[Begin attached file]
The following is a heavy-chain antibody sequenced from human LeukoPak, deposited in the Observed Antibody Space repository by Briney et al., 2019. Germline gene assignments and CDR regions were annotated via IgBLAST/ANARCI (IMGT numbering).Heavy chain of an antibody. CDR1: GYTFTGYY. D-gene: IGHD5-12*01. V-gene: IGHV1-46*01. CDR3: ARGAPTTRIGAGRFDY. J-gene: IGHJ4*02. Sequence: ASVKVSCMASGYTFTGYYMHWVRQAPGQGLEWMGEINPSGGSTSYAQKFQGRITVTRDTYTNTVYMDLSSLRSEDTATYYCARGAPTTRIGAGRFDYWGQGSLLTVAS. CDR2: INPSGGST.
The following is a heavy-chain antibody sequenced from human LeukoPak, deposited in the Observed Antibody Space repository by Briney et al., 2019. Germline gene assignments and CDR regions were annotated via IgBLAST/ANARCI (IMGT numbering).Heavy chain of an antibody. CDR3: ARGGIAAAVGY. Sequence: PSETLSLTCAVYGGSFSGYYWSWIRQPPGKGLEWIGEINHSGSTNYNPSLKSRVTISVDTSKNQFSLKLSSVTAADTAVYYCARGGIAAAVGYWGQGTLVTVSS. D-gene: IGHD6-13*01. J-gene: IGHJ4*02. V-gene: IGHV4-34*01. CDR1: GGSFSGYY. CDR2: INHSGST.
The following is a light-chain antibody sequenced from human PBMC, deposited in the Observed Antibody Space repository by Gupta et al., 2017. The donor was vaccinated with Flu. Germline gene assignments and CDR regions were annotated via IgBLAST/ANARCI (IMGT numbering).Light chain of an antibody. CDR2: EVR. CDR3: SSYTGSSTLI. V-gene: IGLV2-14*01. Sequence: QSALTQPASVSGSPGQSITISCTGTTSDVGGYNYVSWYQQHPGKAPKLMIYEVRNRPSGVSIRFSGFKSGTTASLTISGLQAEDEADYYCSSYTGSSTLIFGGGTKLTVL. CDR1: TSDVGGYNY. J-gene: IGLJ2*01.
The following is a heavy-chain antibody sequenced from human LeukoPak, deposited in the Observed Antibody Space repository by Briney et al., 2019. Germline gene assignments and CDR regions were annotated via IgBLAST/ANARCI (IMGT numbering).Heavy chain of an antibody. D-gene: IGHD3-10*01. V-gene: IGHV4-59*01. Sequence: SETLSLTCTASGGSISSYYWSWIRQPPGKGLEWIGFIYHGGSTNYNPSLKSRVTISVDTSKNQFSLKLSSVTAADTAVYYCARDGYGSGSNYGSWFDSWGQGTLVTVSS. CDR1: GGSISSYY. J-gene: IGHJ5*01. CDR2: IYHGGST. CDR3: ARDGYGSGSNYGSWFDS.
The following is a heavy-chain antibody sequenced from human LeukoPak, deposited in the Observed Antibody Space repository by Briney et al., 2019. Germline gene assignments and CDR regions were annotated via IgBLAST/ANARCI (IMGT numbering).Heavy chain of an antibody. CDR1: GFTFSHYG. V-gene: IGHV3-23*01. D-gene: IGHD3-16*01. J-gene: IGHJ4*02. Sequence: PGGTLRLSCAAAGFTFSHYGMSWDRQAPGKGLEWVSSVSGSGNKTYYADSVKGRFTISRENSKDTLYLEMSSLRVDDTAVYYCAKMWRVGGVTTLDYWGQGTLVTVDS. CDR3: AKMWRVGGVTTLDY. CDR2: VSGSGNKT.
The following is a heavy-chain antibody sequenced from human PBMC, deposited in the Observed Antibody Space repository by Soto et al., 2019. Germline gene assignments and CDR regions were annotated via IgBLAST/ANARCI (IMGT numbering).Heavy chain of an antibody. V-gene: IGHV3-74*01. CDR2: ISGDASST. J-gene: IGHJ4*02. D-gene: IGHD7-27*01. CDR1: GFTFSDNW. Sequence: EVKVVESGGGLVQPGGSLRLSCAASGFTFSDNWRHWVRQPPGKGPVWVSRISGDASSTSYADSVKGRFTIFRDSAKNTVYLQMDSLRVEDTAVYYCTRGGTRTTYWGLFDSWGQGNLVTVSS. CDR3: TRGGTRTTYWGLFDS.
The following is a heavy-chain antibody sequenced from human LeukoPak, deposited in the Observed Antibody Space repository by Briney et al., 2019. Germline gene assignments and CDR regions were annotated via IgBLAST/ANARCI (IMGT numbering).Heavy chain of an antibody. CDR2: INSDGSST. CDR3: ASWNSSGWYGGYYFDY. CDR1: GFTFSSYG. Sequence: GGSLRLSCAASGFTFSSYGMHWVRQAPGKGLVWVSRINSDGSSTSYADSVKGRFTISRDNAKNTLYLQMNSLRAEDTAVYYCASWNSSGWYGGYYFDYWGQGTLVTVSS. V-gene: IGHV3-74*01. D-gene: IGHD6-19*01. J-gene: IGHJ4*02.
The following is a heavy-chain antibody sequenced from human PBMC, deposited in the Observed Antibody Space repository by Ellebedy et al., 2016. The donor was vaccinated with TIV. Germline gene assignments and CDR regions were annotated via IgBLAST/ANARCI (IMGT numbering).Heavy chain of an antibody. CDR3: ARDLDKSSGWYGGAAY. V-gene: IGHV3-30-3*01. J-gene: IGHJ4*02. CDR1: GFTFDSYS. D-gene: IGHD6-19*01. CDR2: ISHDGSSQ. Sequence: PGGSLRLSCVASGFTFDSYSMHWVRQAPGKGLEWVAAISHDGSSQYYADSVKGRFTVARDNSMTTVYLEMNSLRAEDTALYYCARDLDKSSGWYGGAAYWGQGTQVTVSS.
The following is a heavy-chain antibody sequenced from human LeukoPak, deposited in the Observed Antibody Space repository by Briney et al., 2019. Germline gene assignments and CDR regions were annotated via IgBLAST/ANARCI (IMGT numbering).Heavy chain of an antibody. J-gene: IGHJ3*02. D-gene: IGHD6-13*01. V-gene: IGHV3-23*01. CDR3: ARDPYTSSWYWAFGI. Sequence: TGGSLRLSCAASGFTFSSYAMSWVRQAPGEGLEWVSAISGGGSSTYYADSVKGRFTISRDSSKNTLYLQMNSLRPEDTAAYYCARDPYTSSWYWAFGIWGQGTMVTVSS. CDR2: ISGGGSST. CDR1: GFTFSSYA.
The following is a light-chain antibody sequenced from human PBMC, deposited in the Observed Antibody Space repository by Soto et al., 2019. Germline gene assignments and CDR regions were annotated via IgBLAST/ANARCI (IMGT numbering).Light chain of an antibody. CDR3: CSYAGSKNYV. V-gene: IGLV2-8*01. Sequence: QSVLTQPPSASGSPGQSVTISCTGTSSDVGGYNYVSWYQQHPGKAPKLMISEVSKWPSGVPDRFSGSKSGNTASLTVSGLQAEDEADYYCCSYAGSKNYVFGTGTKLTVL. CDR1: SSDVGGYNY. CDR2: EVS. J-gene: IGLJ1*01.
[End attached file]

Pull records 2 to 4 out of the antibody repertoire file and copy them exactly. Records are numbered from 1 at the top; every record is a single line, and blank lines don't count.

The following is a heavy-chain antibody sequenced from human LeukoPak, deposited in the Observed Antibody Space repository by Briney et al., 2019. Germline gene assignments and CDR regions were annotated via IgBLAST/ANARCI (IMGT numbering).Heavy chain of an antibody. CDR3: ARGGIAAAVGY. Sequence: PSETLSLTCAVYGGSFSGYYWSWIRQPPGKGLEWIGEINHSGSTNYNPSLKSRVTISVDTSKNQFSLKLSSVTAADTAVYYCARGGIAAAVGYWGQGTLVTVSS. D-gene: IGHD6-13*01. J-gene: IGHJ4*02. V-gene: IGHV4-34*01. CDR1: GGSFSGYY. CDR2: INHSGST.
The following is a light-chain antibody sequenced from human PBMC, deposited in the Observed Antibody Space repository by Gupta et al., 2017. The donor was vaccinated with Flu. Germline gene assignments and CDR regions were annotated via IgBLAST/ANARCI (IMGT numbering).Light chain of an antibody. CDR2: EVR. CDR3: SSYTGSSTLI. V-gene: IGLV2-14*01. Sequence: QSALTQPASVSGSPGQSITISCTGTTSDVGGYNYVSWYQQHPGKAPKLMIYEVRNRPSGVSIRFSGFKSGTTASLTISGLQAEDEADYYCSSYTGSSTLIFGGGTKLTVL. CDR1: TSDVGGYNY. J-gene: IGLJ2*01.
The following is a heavy-chain antibody sequenced from human LeukoPak, deposited in the Observed Antibody Space repository by Briney et al., 2019. Germline gene assignments and CDR regions were annotated via IgBLAST/ANARCI (IMGT numbering).Heavy chain of an antibody. D-gene: IGHD3-10*01. V-gene: IGHV4-59*01. Sequence: SETLSLTCTASGGSISSYYWSWIRQPPGKGLEWIGFIYHGGSTNYNPSLKSRVTISVDTSKNQFSLKLSSVTAADTAVYYCARDGYGSGSNYGSWFDSWGQGTLVTVSS. CDR1: GGSISSYY. J-gene: IGHJ5*01. CDR2: IYHGGST. CDR3: ARDGYGSGSNYGSWFDS.